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Red Cross changes benefit community-centered mission

Red Cross changes benefit community-centered mission

June 9th, 2018 by Joe Gamm in Local News

Abigail Anderson, director of the Red Cross of Central and Northern Missouri, announced the group has consolidated offices and moved to 3230 Emerald Lane, the current home of the Red Cross Blood Center.

Photo by Julie Smith /News Tribune.

The American Red Cross has a lot going on.

It's transforming itself, said Abigail Anderson, director of the American Red Cross of Central and Northern Missouri.

The "for sale" sign on the building's former offices downtown on McCarty Street shouldn't concern passersby, Anderson said. The organization remains in town and has moved its offices to its blood donations center at 3230 Emerald Lane.

"The Red Cross has a lot going on," she said. "In addition to the services that we provide our community, all the Red Crosses in Missouri are undergoing pretty transformative changes."

The role of each area's executive director is shifting to become more effective, she said. Directors are taking on responsibilities in a pilot project.

The organization is trying new things in Missouri, intended to increase efficiency of its service delivery, Anderson said.

The organization wants to be stronger than ever — smarter than ever, she said.

"The big driver of the move is really financially based," Anderson said. "We're being smarter in how we handle our finances."

Selling the downtown building will allow the organization to reduce operations costs significantly in Jefferson City.

"We're putting that money where it's most needed, which is back in the communities," she said. "That's No. 1. That really helps us meet our mission."

The second factor pushing the sale of the building is Red Cross staff go where the needs are — and don't sit at a desk or in front of a computer. They are more mobile. Their offices are wherever their cellphones are, Anderson explained. Staff weren't at the office because they were out in communities serving people in need.

Staff — Anderson in particular — spend a lot of time with community partners to build relationships. Just a few weeks ago, she went out with the Jefferson City Fire Department and helped install about 100 free smoke alarms in people's homes.

The move encourages the organization to communicate and collaborate with community leaders. For example, she said, the organization hosted a meeting to let board members, staff and partners in on the changes. But with less space available at its new site, it reached out to the Rev. Sam Powell at Trinity Lutheran Church to get a room large enough for the gathering.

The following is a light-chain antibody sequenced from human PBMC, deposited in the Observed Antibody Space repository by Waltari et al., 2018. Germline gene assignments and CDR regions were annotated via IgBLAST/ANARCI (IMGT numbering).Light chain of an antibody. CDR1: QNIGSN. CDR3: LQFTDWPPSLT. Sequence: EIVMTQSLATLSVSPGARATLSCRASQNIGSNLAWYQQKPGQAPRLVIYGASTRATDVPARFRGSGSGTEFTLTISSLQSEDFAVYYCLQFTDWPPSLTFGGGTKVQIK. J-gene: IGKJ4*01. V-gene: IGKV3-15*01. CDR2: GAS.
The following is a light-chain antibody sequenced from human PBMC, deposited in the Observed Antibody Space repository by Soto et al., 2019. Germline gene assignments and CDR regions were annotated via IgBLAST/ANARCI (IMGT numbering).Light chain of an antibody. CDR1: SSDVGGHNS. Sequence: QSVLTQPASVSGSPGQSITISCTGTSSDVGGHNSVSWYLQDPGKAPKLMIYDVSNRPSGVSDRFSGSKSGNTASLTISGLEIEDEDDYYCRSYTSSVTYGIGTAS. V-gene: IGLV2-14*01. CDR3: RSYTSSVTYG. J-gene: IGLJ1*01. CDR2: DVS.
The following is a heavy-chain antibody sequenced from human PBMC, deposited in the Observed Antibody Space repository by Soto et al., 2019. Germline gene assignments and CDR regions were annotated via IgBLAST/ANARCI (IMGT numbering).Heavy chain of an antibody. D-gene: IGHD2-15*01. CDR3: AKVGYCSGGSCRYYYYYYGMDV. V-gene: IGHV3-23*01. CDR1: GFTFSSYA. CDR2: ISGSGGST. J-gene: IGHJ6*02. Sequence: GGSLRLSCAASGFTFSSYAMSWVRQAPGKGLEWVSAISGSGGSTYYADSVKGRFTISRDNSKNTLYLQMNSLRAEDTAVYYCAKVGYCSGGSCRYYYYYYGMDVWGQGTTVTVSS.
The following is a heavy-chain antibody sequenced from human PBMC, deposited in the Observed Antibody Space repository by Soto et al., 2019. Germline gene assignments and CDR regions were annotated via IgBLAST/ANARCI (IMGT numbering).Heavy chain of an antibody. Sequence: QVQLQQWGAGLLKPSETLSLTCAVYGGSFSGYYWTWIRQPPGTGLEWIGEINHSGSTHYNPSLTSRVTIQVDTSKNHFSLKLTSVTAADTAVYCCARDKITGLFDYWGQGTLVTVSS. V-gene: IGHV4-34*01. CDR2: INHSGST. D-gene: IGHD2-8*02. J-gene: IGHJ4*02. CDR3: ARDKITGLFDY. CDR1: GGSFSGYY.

"Leveraging community partners — people who we are already working with— it really gives them ownership of the services that we provide," Anderson said. "It gets them in on the ground level."

The organization wants to get communities in on its leadership meetings.

Leadership might not have been on Anderson's mind a few years ago when she graduated from college.

"The day after I graduated, I went to Africa," she said.

She had studied sociology and anthropology and wanted to combine those in social work and cultural demographics work for her senior thesis project.

She worked for a nonprofit called Treatment Action Campaign dealing with HIV and AIDS awareness, prevention and treatment. She discovered a life philosophy that shook her.

It was Ubuntu, a South African ethical concept that says the community comes before the individual.

"It was very much an 'It takes a community' philosophy," Anderson said. "The people within the community can really set the culture, set the tone for the services that it can provide."

Communities are the focus of the American Red Cross.

The Red Cross is encouraging staff to go out in the community and make connections.

"That's really where we need to be," she said. "It creates engagement with donors, with folks that are going to host a shelter during a disaster.

"It's going to be a powerful move. It's going to shake some people up."